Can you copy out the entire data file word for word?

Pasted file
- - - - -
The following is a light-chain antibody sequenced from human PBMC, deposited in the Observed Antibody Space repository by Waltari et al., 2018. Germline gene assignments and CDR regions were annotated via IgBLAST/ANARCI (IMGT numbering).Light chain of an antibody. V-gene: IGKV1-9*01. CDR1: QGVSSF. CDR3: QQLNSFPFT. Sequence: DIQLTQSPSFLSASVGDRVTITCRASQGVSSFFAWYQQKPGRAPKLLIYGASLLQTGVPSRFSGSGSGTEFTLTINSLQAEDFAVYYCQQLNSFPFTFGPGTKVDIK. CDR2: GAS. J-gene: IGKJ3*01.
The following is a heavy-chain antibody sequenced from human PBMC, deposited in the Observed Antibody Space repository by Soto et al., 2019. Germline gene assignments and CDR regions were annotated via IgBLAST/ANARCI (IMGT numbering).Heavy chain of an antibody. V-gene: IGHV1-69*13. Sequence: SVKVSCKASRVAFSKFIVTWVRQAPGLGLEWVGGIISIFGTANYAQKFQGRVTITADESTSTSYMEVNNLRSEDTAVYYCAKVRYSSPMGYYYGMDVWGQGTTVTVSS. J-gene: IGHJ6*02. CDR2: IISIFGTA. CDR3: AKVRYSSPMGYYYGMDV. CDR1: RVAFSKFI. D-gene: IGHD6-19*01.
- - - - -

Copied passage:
The following is a light-chain antibody sequenced from human PBMC, deposited in the Observed Antibody Space repository by Waltari et al., 2018. Germline gene assignments and CDR regions were annotated via IgBLAST/ANARCI (IMGT numbering).Light chain of an antibody. V-gene: IGKV1-9*01. CDR1: QGVSSF. CDR3: QQLNSFPFT. Sequence: DIQLTQSPSFLSASVGDRVTITCRASQGVSSFFAWYQQKPGRAPKLLIYGASLLQTGVPSRFSGSGSGTEFTLTINSLQAEDFAVYYCQQLNSFPFTFGPGTKVDIK. CDR2: GAS. J-gene: IGKJ3*01.
The following is a heavy-chain antibody sequenced from human PBMC, deposited in the Observed Antibody Space repository by Soto et al., 2019. Germline gene assignments and CDR regions were annotated via IgBLAST/ANARCI (IMGT numbering).Heavy chain of an antibody. V-gene: IGHV1-69*13. Sequence: SVKVSCKASRVAFSKFIVTWVRQAPGLGLEWVGGIISIFGTANYAQKFQGRVTITADESTSTSYMEVNNLRSEDTAVYYCAKVRYSSPMGYYYGMDVWGQGTTVTVSS. J-gene: IGHJ6*02. CDR2: IISIFGTA. CDR3: AKVRYSSPMGYYYGMDV. CDR1: RVAFSKFI. D-gene: IGHD6-19*01.